Eavesdropping The Bear
Here’s a rare but reliable bearish formation: the cat’s ears. A visual hybrid of double-top and failed-cup formations, the cat’s ears formation occurs during downtrends, predicting further price decline with a price target.
Many technical analysts believe the most profitable patterns are the continuation ones. This is because the market has already established a trend and the odds favor its continuation after a short pause. Flags, pennants, rectangles, wedges, and head & shoulders are the widely known bearish continuation patterns. Some time ago, I discovered one more continuation pattern that occurs during downtrends, which I named “cat’s ears” (CE) due to its distinctive appearance. The CE is rare but reliable and offers a well-defined price target.
In Figure 1 you can see the textbook model of the CE pattern. The CE takes place in the middle of a six-phase context:
- Phase 1: The price is in a severe downtrend
- Phase 2: The price pauses for a while and oscillates
- Phase 3: The price bumps up then quickly recedes, creating the “cat’s left ear”
- Phase 4: The price oscillates again, creating the “scalp of the cat”
- Phase 5: The price makes a second bump up but again recedes, creating the “cat’s right ear”
- Phase 6: The price breaks the “scalp line” (the support line defined by the lows in the cat’s scalp) and resumes its previous downtrend.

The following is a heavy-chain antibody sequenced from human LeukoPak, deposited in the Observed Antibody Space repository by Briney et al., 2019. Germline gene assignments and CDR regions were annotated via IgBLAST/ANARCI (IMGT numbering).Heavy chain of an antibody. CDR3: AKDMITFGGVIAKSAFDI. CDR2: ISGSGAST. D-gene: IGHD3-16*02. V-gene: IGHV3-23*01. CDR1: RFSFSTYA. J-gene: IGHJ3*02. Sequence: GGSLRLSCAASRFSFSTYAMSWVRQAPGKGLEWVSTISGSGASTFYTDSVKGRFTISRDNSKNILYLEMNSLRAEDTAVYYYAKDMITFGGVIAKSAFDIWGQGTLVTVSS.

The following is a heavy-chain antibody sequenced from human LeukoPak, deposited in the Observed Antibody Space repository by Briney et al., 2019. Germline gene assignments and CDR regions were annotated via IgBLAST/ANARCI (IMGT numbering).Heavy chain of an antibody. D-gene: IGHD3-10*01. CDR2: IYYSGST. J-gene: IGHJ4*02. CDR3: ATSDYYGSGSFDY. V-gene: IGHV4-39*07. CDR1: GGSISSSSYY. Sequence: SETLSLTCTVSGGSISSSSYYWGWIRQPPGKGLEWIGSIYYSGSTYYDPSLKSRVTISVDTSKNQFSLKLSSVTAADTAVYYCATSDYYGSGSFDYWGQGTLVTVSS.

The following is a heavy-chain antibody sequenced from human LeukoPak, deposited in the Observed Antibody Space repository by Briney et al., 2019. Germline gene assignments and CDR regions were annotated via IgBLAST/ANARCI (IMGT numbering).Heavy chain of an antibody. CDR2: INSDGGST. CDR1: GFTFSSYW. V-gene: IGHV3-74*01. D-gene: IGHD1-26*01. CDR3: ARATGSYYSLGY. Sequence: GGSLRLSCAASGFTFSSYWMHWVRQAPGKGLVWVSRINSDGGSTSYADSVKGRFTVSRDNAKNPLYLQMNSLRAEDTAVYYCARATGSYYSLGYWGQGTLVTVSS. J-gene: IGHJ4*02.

FIGURE 1: THE TYPICAL CAT’S EARS PATTERN. The typical cat’s ears pattern takes place in a context of six phases. The price declines (phase 1), pauses for a while (phase 2), bumps up abruptly, and quickly falls back, creating the cat’s left ear (phase 3). In the sequence, it oscillates in a relatively narrow range, giving shape to the cat’s scalp (phase 4) and again bumps up and recedes, creating the cat’s right ear (phase 5). As soon as the price breaks the support line defined by the cat’s scalp (scalp line), it falls further down.
Figure 2 summarizes the usual variants of the pattern. The left and right ears may not be exactly the same height and the scalp line may be slightly above or below the low level of phase 2. While the cat’s ears usually develops in a context of six phases, there are cases where the second phase is absent. There are also cases where phase 2 is long and volatile, so the price appears as if it forms a bottom, but the emergence of the cat’s ears pattern is the last attempt of the price to recover before it dips again.
All these variations in the context of the pattern or the pattern itself do not alter its bearish implications.